There's a fundamental marketing truth in play here: It is much more expensive to attempt to create the conversation for your customers, than it is to listen to and engage in the existing one. SB advertising might be sexier to big companies, but that doesn't mean it's as effective.

Pic of Kathy Sierra at SXSWi via Flickr user Brianfit


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Chris Brogan said...

That's really it, Mack. $3M goes a long way. And we could really stretch this into a long span of engagements, coordinated towards a larger community feeling.

That said, you never get fired for buying IBM, the old saying goes. I think that's what's at play here. If you don't buy a cheesy ad that makes me laugh and instantly forget what you were talking about, you're not doing your job.

Interesting. I might even take a swing at this exercise, just for entertainment value. : )

Mack Collier said...

And if you don't spend all of your ad budget, you lose it, that's at play as well. It's what sexy vs what works, IMO.

Christopher said...

I can buy an awful lot of books with that.


Anonymous said...

Whats missing here is a comparison of viral marketing and more standard Cost Per Acquisition marketing.

As much as I agree that engaging the customer can reap a lot more rewards, unless you back it with numbers that outline the real ROI and risk you wont get companies to turn the corner.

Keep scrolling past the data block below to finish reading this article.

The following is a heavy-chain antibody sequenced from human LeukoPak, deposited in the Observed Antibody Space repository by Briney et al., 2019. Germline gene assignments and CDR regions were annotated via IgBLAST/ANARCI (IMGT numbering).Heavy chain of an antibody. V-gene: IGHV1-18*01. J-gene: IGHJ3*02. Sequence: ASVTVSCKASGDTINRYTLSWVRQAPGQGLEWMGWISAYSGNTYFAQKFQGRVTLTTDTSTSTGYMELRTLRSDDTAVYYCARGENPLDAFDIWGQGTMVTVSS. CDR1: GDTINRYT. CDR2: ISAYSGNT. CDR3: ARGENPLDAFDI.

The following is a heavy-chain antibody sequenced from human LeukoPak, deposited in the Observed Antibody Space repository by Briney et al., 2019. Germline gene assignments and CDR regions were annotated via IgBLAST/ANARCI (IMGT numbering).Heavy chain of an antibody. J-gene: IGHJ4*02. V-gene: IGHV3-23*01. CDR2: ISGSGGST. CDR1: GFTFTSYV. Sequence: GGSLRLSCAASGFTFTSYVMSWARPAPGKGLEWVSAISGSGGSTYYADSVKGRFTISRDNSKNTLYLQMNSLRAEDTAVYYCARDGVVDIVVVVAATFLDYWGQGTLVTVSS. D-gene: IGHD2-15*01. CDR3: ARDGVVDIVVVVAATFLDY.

Mack Collier said...

"As much as I agree that engaging the customer can reap a lot more rewards, unless you back it with numbers that outline the real ROI and risk you wont get companies to turn the corner."

Yep that's a big problem because so much of this is emerging as we speak. Even those of us that are using these tools every day are still pushing the boundaries of what is possible, which makes it very difficult to show companies how they can come up with a formula to spit out a number on a balance sheet.

Anonymous said...

Point taken, Mack.

But don't forget to gross up the salaries of all of those people for benefits and taxes. Plus the internal soft and hard costs of reengineering operations to truly take advantage of social media opportunities. You might have to also staff up in PR, legal and corp comm, not to mention interactive marketing and IT.

I think the assumption that a Super Bowl ad has minimal impact is false; the media are already talking about Anheuser-Busch, Bud, and Bud Light well in advance of the game.

Ultimately, there is one thing that a Super Bowl ad and a Social Media program have in common...they're both difficult to measure.

Anonymous said...

It's is an interesting exercise to try to determine what could be done from the grassroots with all that money. The thing that is definitely hard to measure is that creating a grassroots community of evangelists is a LONG-term strategy and a Super Bowl ad is a very SHORT term tactic.

On Peter's point that the press is already talking about the Bud ads that haven't aired yet: yes, having the ad is getting them publicity. But is it getting them more beer drinkers?

Mack Collier said...